Tag Archives: war

This Memorial Day…

Remember those who’ve served in the US military throughout history.


Molly Pitcher (Mary Ludwig), an American Revolutionary heroine, loading a cannon at the Battle of Monmouth, NJ, June 28, 1778. Her husband has fallen from exhaustion beside the cannon. Painting by D.M. Carter, Sons of the Revolution.


“Captains of three student companies” a voluntary company at the University of Michigan trains for Civil War service, 1861.



The highly decorated 369th Infantry Regiment of World War I, an African American regiment.


Eleanor Roosevelt with soldiers on Guadalcanal in the middle of World War II.










Lincoln: The Man and the Movie

Abraham Lincoln, 1860.

The eternal teacher question: How do we get students interested in history?  Engaging with students in diverse and creative ways is something teachers work to do on a daily basis.  Taking the (let’s face it) sometimes dry facts of our textbooks and turning them into interesting and witty lessons that will inspire students, can be tiring, challenging, and downright frustrating.  Why not take advantage of popular culture moments!

From the Official “Lincoln” Website



For example, today the Steven Spielberg movie “Lincoln” appears in theaters and offers a great opportunity to take a closer look at the Civil War.  Connecting history with popular culture is an opportunity to open student’s eyes to the broader impact of historical events.  What better way than a new movie to get students thinking of history as exciting and relevant rather than boring and outdated.

Daniel Day-Lewis takes on the iconic role that depicts the last few months of Lincoln’s life, the decisions he made in regards to the South, and the difficulty of those decisions.  But, will our students appreciate what led to these important moments?  Will they understand the roots of the War before heading to the movie?  To help them get more out of their cinematic experience, turn to the late Roland Marchand for inspiration!  Over the years, Marchand created a variety of lessons based on primary documents for his university classes. Particularly useful to pair with “Lincoln” is Marchand’s lesson “Lincoln and the Outbreak of War, 1861.” In it, students analyze the events in the first weeks of Lincoln’s presidency to determine his role in the conflict.  The high school version provides a “Cast of Characters” and their voices to help students write a history of the Civil War.  For middle school, students examine a collection of documents designed to help them understand Lincoln’s role.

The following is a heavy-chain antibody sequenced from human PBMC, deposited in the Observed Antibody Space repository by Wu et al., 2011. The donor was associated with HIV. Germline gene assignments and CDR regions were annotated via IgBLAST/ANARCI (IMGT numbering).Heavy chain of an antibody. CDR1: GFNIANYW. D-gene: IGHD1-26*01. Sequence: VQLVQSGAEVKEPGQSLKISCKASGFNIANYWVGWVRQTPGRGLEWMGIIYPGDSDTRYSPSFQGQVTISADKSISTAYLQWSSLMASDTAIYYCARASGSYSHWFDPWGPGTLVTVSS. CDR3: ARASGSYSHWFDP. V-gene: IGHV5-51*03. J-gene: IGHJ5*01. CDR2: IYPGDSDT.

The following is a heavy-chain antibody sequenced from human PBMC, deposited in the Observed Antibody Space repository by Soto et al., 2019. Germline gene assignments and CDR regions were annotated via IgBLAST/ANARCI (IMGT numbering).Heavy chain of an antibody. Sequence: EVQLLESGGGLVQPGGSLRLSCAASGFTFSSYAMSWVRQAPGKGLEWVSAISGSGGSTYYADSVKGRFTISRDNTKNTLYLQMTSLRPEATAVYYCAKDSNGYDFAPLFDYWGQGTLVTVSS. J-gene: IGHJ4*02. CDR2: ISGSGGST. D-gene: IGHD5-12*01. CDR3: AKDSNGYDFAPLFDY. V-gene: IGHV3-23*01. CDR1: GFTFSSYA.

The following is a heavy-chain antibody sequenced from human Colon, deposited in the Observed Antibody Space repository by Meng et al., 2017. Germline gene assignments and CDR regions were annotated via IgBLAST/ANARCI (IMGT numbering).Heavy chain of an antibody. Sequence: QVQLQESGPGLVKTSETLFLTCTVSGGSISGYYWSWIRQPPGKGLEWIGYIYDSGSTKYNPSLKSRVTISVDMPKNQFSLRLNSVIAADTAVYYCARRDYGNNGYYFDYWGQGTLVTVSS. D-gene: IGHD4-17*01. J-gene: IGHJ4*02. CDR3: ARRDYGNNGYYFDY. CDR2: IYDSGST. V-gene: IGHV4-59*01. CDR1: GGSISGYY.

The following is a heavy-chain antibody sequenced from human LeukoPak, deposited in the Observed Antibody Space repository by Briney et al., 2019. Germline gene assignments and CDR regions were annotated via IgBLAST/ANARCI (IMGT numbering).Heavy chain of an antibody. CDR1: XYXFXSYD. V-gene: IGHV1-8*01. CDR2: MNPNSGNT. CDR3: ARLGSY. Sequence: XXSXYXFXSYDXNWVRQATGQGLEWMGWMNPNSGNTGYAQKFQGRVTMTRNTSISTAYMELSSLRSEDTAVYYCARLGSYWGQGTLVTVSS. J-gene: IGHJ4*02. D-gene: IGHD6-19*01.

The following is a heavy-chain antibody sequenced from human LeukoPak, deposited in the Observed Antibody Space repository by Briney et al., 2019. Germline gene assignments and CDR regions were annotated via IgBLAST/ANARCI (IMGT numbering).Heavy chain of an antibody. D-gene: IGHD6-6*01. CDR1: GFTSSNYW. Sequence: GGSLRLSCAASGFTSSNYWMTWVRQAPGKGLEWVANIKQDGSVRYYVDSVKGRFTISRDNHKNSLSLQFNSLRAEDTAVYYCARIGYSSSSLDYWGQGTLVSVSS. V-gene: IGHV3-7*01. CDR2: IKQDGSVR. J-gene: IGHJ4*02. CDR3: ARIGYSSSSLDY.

Union recruitment poster, April 1861.

Teachers can supplement this trove of written sources with images from the Marchand Archives.  Notices announcing the Union’s dissolution, recruitment posters, and paintings of important battles provide fodder for discussion.  For what reasons did individuals go to war and continue to fight? How did politicians express these ideas expressed to the nation?  What impact did battles have on local communities?  On the nation?

Together, the document based lessons and the images, provide students with a solid background to help them better understand the movie.  But more than that, analyzing historical sources helps students develop and hone the skills needed to become critical examiners of how history is interpreted through popular culture.

Complicating the Aztecs

Codex Telleriano-Remensis: Historical Chronicle 1383-1399, c. 1563

Title:  Codex Telleriano-Remensis: Historical Chronicle 1383-1399, c. 1563

About the image: The destruction of Colhuacan by the Aztecs and Tepanecs. Colhuacan had been founded by the Toltecs under Mixcoatl and was the first Toltec city.

Why does Professor Andrés Reséndez at U.C. Davis find this image interesting?

“In class we often present the Aztec empire as timeless: always powerful, always an empire.  Yet the Aztecs had a history too.  Their rags-to-riches story is so extraordinary that it is hard to believe (and rightfully so, for we know that they rewrote their own history!)  According to this version, the Aztecs were originally a lowly band of wanderers arriving to the valley of Mexico when it was already occupied by several other city-states.  Colhuacan was one of the dominant powers in the fourteenth century.  The leaders of Colhuacan tolerated the late-arriving Aztecs by employing them as mercenaries and giving them other menial tasks while also forcing them to live in marginal lands.

Yet, from these humble beginnings, the Aztecs rose to power by skillfully establishing alliances with other city-states of the valley.  This folio of the Codex Telleriano-Remensis shows the moment when the Aztecs allied with the Tepanecs finally defeated Colhuacan.  I find it especially interesting for what it reveals about the Aztecs’ evolving culture and identity.  Two Aztec warriors no longer clad in animal skins (as they are depicted in earlier folios of the codex) but dressed in cotton (and therefore fully assimilated to the sedentary culture of central Mexico) are battling the mighty city-state of Colhuacan and setting it on fire.  They were no longer outsiders but important players.  Undoubtedly, this victory was a turning point in the history of central Mexico, but a turning point all but ignored in a historical narrative that almost always begins much later with the Spanish arrival.”

Related Topics/Themed Collections: Ancient Mexico, Arts & Architecture, War, Religion

Lessons in the Marchand Collection:

Resources Available in the Marchand Collection:

  • Jacques Soustelle, Daily Life of Aztecs: On the Eve of the Spanish Conquest
  • David Carrasco, Daily Life of the Aztecs: People of the Sun and Earth
  • Gisele Díaz and Alan Rodgers, The Codex Borgia: A Full-Color Restoration of the Ancient Mexican Manuscript
  • Miguel Léon-Portilla, The Broken Spears: The Aztec Account of the Conquest of Mexico

Share your ideas! How would you use this image? Let us know here.